The recent popularity of crowdfunding and peer-to-peer lending has not yet resulted in a significant number of complaints to FOS.
From July to September PPI remained the most complained about financial product, with 42,907 new cases (54%). Packaged bank accounts were second on the list, with 5,317 new cases.
However, chief ombudsman and FOS chief executive Caroline Wayma, said: “It isn’t just the big numbers that matter. In fact, although our data is usually dominated by a few products and a few providers, the smaller numbers can provide some of the most interesting insight into what’s going on in financial services. We’ve just got to ask the right questions.
For example, in areas where we receive few or no complaints, are businesses generally very good at treating customers fairly – or is it that those customers are less aware of the ombudsman? Do low but growing volumes of complaints indicate an emerging problem – or simply that a product or sector is growing in size or popularity?”
Wayman said that, compared with the recent level of interest around peer-to-peer loans and investments, the low level of complaints was encouraging. She added: “On the other hand, we’ve identified a few areas where we think it would be helpful to share our insight.”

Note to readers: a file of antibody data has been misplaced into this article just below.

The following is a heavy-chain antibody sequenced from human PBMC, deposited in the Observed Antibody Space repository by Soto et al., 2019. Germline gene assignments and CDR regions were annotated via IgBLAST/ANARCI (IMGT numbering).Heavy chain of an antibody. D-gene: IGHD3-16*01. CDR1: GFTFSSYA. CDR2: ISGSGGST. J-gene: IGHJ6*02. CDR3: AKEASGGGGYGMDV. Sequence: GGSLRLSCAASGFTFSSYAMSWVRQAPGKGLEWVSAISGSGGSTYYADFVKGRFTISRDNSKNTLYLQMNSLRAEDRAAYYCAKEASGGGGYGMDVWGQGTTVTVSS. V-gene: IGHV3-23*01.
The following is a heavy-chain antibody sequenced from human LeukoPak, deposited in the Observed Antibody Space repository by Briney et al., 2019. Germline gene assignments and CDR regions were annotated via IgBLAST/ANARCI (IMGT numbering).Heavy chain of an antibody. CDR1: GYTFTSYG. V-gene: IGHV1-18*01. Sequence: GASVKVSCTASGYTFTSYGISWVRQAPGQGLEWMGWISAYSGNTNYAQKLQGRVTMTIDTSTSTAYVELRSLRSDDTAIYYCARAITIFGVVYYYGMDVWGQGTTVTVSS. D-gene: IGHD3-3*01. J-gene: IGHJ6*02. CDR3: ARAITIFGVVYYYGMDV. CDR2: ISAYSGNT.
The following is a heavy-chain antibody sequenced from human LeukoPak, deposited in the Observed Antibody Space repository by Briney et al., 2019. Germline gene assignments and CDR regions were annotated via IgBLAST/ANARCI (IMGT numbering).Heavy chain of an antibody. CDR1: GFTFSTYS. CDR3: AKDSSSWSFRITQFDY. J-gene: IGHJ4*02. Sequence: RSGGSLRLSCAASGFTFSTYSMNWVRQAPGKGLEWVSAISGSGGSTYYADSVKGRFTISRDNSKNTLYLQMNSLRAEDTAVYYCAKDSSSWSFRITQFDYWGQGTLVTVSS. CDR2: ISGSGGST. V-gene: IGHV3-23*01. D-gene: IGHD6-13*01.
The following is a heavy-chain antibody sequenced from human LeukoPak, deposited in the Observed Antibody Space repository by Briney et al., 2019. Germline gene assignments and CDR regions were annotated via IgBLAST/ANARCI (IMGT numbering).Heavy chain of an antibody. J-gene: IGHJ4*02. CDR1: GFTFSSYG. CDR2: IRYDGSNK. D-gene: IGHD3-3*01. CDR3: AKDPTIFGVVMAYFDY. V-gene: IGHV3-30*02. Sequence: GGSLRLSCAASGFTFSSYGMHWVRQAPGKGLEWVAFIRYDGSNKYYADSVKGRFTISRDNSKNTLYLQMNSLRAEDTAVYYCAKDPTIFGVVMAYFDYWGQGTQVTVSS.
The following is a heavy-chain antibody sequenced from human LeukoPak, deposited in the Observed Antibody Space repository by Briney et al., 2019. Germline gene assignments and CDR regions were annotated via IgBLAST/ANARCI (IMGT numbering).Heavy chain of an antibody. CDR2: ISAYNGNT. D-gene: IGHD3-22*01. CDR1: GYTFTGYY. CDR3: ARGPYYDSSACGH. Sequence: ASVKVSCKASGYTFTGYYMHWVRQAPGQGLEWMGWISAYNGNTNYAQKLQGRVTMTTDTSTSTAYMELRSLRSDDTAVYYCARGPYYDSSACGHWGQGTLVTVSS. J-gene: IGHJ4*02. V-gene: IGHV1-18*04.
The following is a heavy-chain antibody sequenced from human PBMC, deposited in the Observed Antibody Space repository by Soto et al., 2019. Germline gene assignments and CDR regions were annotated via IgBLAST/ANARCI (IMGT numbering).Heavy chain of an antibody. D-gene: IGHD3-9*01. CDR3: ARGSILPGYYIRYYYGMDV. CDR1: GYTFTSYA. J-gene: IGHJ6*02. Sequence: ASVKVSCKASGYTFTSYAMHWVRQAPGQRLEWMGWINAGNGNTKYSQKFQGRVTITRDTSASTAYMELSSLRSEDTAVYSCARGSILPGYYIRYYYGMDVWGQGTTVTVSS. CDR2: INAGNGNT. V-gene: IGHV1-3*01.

FOS said there have been more complaints about loan-based crowdfunding – or peer-to-peer lending – than about investment-based crowdfunding.
In a number of cases, consumers said they weren’t aware they’d borrowed money under a peer-to-peer arrangement. There have also been complaints about goods and services bought with peer-to-peer loans – with some borrowers unsure about the recourse they have to the lender, compared with different types of credit they’ve used in the past.
FOS added that there have been a small number of complaints about charges arising on peer-to-peer loans when borrowers repay early.
In one example, an investor used a crowdfunding platform to invest £50,000 in mortgage loans but a year later the platform decided not to deal with ‘retail’ investors for longer-term investments such as mortgages. The platform said it would return the money with interest but as they were still working to remortgage a number of the loans they would initially return 80%, with the remaining 20% to be repaid within a year. The investor complained that he wanted his money back immediately, but FOS found the platform was reasonable in its actions.
To read further case studies relating to peer-to-peer lending visit the FOS website.